Civil Rights

Arthur D. Shores

Arthur D. Shores was an influential African American civil rights attorney based in Birmingham, Alabama. He was born on July 15, 1904, in Birmingham, and he became one of the most prominent lawyers in the state during the Civil Rights Movement. Shores attended Talladega College and later received his law degree from Boston University. After returning to Birmingham, he began practicing law and quickly established himself as a dedicated advocate for civil rights. He fought against racial discrimination and segregation in various legal battles throughout his career.

Autherine Lucy leaves a crowded Federal Court hearing for lunch recess, carrying a Bible. Accompanying her are Thurgood Marshall, attorney Arthur Shores, Mrs. Constance Motley (right), and Mrs. Ruby Hurley, NAACP executive secretary. Miss Lucy’s reinstatement was ordered by the court, but she was later expelled from the University on other charges. 2/29/1956-Birmingham, AL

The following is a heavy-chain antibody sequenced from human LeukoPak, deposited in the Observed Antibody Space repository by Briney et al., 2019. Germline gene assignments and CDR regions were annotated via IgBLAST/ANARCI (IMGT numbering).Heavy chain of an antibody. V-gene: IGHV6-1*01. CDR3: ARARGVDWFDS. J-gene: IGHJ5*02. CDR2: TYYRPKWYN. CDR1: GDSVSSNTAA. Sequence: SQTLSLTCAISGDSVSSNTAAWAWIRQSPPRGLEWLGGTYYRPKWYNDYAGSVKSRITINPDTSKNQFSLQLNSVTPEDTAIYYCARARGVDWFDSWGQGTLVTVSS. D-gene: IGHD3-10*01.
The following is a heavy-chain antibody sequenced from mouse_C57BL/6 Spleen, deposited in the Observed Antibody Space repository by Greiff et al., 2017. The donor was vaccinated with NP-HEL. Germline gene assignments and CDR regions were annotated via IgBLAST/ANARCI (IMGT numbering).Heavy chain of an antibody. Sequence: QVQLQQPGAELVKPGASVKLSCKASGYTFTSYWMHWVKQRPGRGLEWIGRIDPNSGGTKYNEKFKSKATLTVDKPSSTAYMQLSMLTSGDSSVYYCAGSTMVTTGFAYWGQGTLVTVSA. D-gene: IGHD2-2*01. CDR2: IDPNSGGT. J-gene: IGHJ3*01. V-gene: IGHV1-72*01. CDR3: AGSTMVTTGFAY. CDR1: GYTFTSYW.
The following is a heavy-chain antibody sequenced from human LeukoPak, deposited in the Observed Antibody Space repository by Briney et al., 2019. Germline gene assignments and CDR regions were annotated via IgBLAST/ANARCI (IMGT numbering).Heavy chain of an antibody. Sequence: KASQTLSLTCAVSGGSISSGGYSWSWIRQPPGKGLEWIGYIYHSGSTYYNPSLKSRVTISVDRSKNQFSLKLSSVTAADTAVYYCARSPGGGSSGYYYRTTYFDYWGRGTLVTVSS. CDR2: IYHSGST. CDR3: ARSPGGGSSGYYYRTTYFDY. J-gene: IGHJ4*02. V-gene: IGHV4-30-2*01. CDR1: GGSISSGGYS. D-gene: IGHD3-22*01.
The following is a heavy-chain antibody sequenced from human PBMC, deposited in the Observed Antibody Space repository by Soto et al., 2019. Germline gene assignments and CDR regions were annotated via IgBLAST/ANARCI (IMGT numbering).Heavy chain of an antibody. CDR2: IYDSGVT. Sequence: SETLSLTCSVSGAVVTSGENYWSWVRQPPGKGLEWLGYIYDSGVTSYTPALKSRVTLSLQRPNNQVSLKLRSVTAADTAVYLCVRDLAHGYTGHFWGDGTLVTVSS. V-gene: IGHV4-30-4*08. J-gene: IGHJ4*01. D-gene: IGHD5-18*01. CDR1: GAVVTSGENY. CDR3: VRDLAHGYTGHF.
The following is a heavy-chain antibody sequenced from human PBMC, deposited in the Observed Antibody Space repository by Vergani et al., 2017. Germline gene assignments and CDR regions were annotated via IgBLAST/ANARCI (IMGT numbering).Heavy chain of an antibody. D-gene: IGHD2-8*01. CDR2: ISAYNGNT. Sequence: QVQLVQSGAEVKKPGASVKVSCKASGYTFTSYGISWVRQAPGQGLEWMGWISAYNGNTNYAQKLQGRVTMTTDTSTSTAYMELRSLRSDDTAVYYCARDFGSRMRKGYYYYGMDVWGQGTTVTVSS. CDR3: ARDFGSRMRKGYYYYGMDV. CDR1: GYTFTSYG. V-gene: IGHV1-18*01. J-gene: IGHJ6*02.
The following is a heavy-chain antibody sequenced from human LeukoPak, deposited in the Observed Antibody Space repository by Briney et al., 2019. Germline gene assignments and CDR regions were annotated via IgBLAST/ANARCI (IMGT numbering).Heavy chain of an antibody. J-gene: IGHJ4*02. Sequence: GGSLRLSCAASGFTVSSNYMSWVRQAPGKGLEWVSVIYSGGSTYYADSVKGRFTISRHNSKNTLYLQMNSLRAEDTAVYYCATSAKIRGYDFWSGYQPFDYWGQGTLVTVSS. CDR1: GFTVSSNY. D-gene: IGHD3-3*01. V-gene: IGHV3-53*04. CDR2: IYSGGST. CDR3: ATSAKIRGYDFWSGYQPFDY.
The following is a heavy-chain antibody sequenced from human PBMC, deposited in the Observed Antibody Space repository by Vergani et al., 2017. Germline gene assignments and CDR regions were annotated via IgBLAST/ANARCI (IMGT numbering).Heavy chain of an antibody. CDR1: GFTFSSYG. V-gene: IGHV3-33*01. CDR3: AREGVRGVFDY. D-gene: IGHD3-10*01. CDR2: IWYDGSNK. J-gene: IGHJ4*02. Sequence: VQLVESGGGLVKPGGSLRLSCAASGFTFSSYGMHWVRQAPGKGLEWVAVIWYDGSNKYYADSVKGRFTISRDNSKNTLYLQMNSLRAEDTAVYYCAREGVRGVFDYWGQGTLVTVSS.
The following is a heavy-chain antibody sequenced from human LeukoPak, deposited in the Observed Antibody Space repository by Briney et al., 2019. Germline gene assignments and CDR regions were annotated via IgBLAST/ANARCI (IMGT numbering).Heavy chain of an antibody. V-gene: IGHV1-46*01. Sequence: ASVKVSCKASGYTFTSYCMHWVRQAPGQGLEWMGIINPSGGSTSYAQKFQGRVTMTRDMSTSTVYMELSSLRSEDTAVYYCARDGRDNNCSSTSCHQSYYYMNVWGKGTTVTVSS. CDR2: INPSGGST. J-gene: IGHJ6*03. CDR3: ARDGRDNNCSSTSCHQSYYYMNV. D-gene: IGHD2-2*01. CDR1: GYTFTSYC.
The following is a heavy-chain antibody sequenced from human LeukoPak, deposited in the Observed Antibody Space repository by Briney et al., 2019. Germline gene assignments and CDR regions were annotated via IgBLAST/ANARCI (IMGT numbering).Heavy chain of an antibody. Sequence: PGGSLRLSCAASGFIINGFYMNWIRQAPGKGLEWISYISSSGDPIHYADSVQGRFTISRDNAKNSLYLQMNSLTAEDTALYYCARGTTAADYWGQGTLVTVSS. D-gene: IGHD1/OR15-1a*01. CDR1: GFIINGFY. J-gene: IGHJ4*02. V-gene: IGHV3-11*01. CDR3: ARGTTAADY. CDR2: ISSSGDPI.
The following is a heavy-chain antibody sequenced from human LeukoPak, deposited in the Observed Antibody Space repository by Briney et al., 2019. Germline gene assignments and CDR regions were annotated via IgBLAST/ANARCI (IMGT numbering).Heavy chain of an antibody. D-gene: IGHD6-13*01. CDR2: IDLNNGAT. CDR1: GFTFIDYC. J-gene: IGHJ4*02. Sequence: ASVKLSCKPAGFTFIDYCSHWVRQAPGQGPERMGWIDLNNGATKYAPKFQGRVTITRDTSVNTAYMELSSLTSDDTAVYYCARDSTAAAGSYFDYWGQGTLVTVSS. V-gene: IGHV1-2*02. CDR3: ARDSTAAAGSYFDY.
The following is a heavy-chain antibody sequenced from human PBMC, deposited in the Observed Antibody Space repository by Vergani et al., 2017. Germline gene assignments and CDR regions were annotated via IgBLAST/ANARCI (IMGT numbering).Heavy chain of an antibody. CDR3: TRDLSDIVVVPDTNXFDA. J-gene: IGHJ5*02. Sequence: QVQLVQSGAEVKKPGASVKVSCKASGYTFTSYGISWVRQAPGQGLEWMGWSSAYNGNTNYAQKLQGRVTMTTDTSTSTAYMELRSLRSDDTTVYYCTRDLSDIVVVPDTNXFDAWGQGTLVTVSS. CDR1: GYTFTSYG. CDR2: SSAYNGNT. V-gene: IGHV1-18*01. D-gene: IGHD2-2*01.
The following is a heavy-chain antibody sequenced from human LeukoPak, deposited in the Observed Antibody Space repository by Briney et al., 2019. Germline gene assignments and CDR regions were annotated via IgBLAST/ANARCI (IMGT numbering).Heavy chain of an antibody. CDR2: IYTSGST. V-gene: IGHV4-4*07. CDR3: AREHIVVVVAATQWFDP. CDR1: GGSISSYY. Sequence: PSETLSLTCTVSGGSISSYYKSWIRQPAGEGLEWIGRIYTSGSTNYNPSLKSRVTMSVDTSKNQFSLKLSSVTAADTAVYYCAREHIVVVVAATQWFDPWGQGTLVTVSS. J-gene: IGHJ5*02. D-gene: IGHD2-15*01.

One of Shores’ notable cases was his representation of Autherine Lucy, who became the first African American student to be admitted to the University of Alabama in 1956. However, due to violent opposition, Lucy was suspended after just three days on campus. Shores took up her case and fought for her right to education, though it would take several more years before the university desegregated.

He also represented other clients facing racial injustice and discrimination, often facing threats and intimidation for his work. Despite the risks, Shores remained dedicated to his cause, challenging segregation laws and advocating for equal rights.

Fred Gray left, and Arthur D. Shores, center, defense attorneys in the racial bus boycott trial, talk with Rep. Charles Diggs, D-Mich., right, on the steps of the Montgomery, Ala. County Courthouse on the first day of the trial, March 19, 1955. Diggs said he was an”observer.” Ninety-three African-Americans went on trial on charges of violating the state’s anti-boycott law. The grand jury returned 11 indictments against the group on Feb. 21.

Throughout his life, Arthur D. Shores played a crucial role in advancing civil rights and equality in Alabama and beyond. His legal expertise and unwavering commitment to justice made him a prominent figure in the struggle for civil rights during a tumultuous period in American history. Shores passed away on April 3, 1996, leaving behind a legacy of courage and determination in the fight for equality and justice.

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